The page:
Think about which rights you have when publishing your paper with a particular journal? Can you reuse your content and your illustrations and share them, e.g. on social media platforms?
Are you considering sharing your pre-print work on institutional servers, blogs, or networks like ResearchGate, Mendeley, Academia.edu or others? Do you want your paper to be easily found by Google Scholar, meaning you might have to consider Search Engine Optimisation (SEO) requirements already when writing your paper? All of these goals could be put down in your publishing strategy to help you realise them.
5. A publishing strategy helps you meet your employer’s/funder’s requirements
It is often not enough if you “just publish” papers from your research projects. Your university, your institute, your department-manager or your funding body may have more extensive expectations towards your publication outcome. It might be that they want you to publish papers only in ‘open-access’ journals or at least make sure that your paper is publicly available after a certain period. It could also be that a national funding body wants you to publish only in journals of a specific ranking (impact factor), or in journals that are listed in specific databases or even in journals that are part of a specific selection which could again be based on research council’s criteria. There is a growing trend of employers and funders increasing the list of potential requirements for published papers.
For our new PhD student Christine, it would be good to hear from her supervisor and university what specific requirements her written publications are expected to be fulfilled. Do the PhD regulations require her to hand in a collection of journal papers or a monograph thesis, or is it up to her to choose (read more about it in our blog post #6: Dissertation dilemma? Hand in a monograph or papers?)? She has to find this out and fix it in writing n her publishing strategy.
6. A publishing strategy helps put focus on your career
An important aspect of publishing journal papers, particularly for young and less established researchers, is career development. Papers are a kind of academic currency you need for any academic job hunt and they serve multiple career goals.
Do you already know where your career path is headed? Do you know what you want to do after this contract is up? Do you want to stay in academia or are you considering a path outside of universities and research institutes? Whatever you decide, it will have an influence on and should be reflected in your publishing strategy.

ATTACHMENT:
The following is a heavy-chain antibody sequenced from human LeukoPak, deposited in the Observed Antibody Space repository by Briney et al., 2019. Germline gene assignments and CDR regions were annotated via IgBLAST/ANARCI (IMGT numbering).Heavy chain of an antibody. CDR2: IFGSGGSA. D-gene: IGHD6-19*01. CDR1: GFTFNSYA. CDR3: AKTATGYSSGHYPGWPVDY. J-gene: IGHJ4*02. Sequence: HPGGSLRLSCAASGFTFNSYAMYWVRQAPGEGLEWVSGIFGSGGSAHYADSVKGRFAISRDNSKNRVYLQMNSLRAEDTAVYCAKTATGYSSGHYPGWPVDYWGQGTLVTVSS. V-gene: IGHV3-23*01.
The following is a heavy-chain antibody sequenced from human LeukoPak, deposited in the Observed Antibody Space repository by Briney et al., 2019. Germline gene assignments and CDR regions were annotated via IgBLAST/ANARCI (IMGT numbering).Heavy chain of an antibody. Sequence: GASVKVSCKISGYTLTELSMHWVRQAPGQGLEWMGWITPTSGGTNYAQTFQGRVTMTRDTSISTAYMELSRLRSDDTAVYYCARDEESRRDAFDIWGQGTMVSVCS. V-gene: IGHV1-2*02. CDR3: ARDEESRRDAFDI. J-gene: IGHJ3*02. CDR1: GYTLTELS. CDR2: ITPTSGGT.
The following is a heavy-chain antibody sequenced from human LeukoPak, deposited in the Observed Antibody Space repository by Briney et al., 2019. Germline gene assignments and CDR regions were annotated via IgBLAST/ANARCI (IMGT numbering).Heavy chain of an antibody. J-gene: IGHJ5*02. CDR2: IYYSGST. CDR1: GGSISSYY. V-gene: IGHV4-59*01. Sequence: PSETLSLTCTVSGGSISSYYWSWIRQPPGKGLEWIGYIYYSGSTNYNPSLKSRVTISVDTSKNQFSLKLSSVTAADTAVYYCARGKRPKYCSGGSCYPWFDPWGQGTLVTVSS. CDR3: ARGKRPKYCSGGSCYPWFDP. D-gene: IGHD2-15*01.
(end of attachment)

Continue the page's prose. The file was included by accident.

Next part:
For Richard, the third-year PhD student, it would be necessary to know what he wants to do after this PhD. Then, he can devise a publishing strategy that supports his career goal: First of all, he needs to publish two more papers, so how can this be achieved in a decent time frame? They must be published as soon as possible, so it is not very sensible for him to play the high-risk card and only submit to very prestigious journals. The risk of rejection is higher than lower-ranked journals and he doesn’t have time to spare resubmitting elsewhere. Second, which paper types and which journals would serve him best for his next career move? (For more on the types of papers he can choose from, see our blog post #28: What type of journal paper to write? )
A publishing strategy is the perfect place to get all these questions on the table and address them one-by-one. Whatever your career choice is, and even if you don’t know yet and want to keep your options open, be aware of the upcoming choice and start considering it in when you make strategic decisions for your next papers.
A good publishing strategy can really move the needle and improve your career choices. However, the time you can invest in research and publishing papers is limited. Instead of just heading from one paper to the next, sit down and sketch out a time frame for your strategy. Think about what you could do to meaningfully connect the different outputs so they all serve a larger purpose: your next career move.
- Worksheet “My publishing strategy”
- Smart Academics Blog #5: How to get started with writing papers?
- Smart Academics Blog #6: Dissertation dilemma? Hand in a monograph or papers?
- Smart Academics Blog #28: What type of journal paper to write?
- Smart Academics Blog #36: 5 tips to get a paper accepted this year.
- Smart Academics Blog #62: Twenty things you should know when writing a journal paper
- Smart Academics Blog #103: How to find a paper topic
- Smart Academics Blog #122: How do you get published in a good journal?
- Carlstein, S. 2019: Publishing Strategy. University Library Guides, Jönköping University, Sweden.
- Ann Latham, 2017: What the heck is a strategy anyway? Forbes.
- Watkins, M.D. 2007: Demystifying Strategy: The What, Who How, and Why. Harvard Business Review.
- Google Scholar